:: :: How The Camel Got His Hump ( )
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How The Camel Got His Hump ( )

: How The Camel Got His Hump ( )

: 8 , 04 .

: Rudyard Kipling ( )

: Chuck Brown

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: The dangers of being too lazy when theres work to be done ( , ).

: How The Camel Got His Hump.

Now this is the next tale, and it tells how the Camel got his big hump.

In the beginning of years, when the world was so new and all, and the Animals were just beginning to work for Man, there was a Camel, and he lived in the middle of a Howling Desert because he did not want to work; and besides, he was a Howler himself. So he ate sticks and thorns and tamarisks and milkweed and prickles, most scruciating idle; and when anybody spoke to him he said Humph! Just Humph! and no more.

Presently the Horse came to him on Monday morning, with a saddle on his back and a bit in his mouth, and said, Camel, O Camel, come out and trot like the rest of us.

Humph! said the Camel; and the Horse went away and told the Man.

Presently the Dog came to him, with a stick in his mouth, and said, Camel, O Camel, come and fetch and carry like the rest of us.

Humph! said the Camel; and the Dog went away and told the Man.

Presently the Ox came to him, with the yoke on his neck and said, Camel, O Camel, come and plough like the rest of us.

Humph! said the Camel; and the Ox went away and told the Man.

At the end of the day the Man called the Horse and the Dog and the Ox together, and said, Three, O Three, Im very sorry for you (with the world so new-and-all); but that Humph-thing in the Desert cant work, or he would have been here by now, so I am going to leave him alone, and you must work double-time to make up for it.

That made the Three very angry (with the world so new-and-all), and they held a palaver, and an indaba , and a punchayet , and a pow-wow on the edge of the Desert; and the Camel came chewing on milkweed most scruciating idle, and laughed at them. Then he said Humph! and went away again.

Presently there came along the Djinn in charge of All Deserts, rolling in a cloud of dust (Djinns always travel that way because it is Magic), and he stopped to palaver and pow-pow with the Three.

Djinn of All Deserts, said the Horse, is it right for any one to be idle, with the world so new-and-all?

Certainly not, said the Djinn.

Well, said the Horse, theres a thing in the middle of your Howling Desert (and hes a Howler himself) with a long neck and long legs, and he hasnt done a stroke of work since Monday morning. He wont trot.

Whew! said the Djinn, whistling, thats my Camel, for all the gold in Arabia! What does he say about it?

He says Humph! said the Dog; and he wont fetch and carry.

Does he say anything else?

Only Humph!; and he wont plough, said the Ox.

Very good, said the Djinn. Ill humph him if you will kindly wait a minute.

The Djinn rolled himself up in his dust-cloak, and took a bearing across the desert, and found the Camel most scruciatingly idle, looking at his own reflection in a pool of water.

My long and bubbling friend, said the Djinn, whats this I hear of your doing no work, with the world so new-and-all?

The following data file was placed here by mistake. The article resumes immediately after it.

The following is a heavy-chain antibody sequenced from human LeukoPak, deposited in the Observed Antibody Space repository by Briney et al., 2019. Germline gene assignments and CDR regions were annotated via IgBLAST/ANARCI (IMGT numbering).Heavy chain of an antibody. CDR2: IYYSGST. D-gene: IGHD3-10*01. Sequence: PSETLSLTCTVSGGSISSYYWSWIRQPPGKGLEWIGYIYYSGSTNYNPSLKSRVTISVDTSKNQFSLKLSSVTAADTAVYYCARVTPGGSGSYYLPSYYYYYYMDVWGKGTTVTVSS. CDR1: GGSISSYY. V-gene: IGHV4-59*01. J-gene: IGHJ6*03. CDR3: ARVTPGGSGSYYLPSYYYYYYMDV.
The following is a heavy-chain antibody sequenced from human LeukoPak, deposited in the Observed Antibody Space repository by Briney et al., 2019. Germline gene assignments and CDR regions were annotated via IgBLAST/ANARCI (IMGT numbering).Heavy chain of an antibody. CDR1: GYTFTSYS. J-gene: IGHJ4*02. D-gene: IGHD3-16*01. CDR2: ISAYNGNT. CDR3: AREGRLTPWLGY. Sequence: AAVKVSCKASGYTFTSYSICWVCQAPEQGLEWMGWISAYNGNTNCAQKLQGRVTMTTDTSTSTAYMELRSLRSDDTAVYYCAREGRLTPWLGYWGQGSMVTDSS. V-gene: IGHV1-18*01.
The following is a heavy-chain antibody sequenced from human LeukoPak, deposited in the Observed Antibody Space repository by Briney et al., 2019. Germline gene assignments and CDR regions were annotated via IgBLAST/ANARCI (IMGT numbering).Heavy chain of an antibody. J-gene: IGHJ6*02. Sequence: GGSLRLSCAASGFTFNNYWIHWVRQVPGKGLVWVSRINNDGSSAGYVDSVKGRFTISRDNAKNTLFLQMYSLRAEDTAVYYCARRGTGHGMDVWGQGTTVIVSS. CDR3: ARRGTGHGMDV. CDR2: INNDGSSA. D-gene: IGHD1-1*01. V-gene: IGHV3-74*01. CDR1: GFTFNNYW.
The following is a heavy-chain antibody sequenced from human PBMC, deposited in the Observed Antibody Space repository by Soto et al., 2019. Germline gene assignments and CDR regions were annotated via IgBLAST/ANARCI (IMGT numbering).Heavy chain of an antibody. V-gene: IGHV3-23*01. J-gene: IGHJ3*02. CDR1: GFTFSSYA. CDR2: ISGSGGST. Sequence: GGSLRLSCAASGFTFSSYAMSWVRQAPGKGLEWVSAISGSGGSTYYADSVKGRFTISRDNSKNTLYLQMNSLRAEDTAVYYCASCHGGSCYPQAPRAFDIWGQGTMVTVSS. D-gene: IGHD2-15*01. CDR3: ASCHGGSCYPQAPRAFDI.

Humph! said the Camel.

The Djinn sat down, with his chin in his hand, and began to think a Great Magic, while the Camel looked at his own reflection in the pool of water.

Youve given the Three extra work ever since Monday morning, all on account of your scruciating idleness, said the Djinn; and he went on thinking Magics, with his chin in his hand.

Humph! said the Camel.

I shouldnt say that again if I were you, said the Djinn; you might say it once too often. Bubbles, I want you to work.

And the Camel said Humph! again; but no sooner had he said it than he saw his back, that he was so proud of, puffing up and puffing up into a great big lolloping humph.

Do you see that? said the Djinn. Thats your very own humph that youve brought upon your very own self by not working. To-day is Thursday, and youve done no work since Monday, when the work began. Now you are going to work.

How can I, said the Camel, with this humph on my back?

Thats made a-purpose, said the Djinn, all because you missed those three days. You will be able to work now for three days without eating, because you can live on your humph; and dont you ever say I never did anything for you. Come out of the Desert and go to the Three, and behave. Humph yourself!

And the Camel humphed himself, humph and all, and went away to join the Three. And from that day to this the Camel always wears a humph (we call it hump now, not to hurt his feelings); but he has never yet caught up with the three days that he missed at the beginning of the world, and he has never yet learned how to behave.

The Camels hump is an ugly lump
Which well you may see at the Zoo
But uglier yet is the hump we get
From having too little to do
Kiddies and grown-ups too-oo-oo
If we havent enough to do-oo-oo
We get the hump
Cameelious hump
The hump that is black and blue!
We climb out of bed with a frouzly head
And a snarly-yarly voice
We shiver and scowl and we grunt and we growl
At our bath and our boots and our toys
And there ought to be a corner for me
(And I know there is one for you)
When we get the hump
Cameelious hump
The hump that is black and blue!
The cure for this ill is not to sit still
Or frowst with a book by the fire
But to take a large hoe and a shovel also
And dig till you gently perspire
And then you will find that the sun and the wind
And the Djinn of the Garden too
Have lifted the hump
The horrible hump
The hump that is black and blue!
I get it as well as you-oo-oo
If I havent enough to do-oo-oo
We all get hump
Cameelious hump
Kiddies and grown-ups too!
: lightupyourbrain.com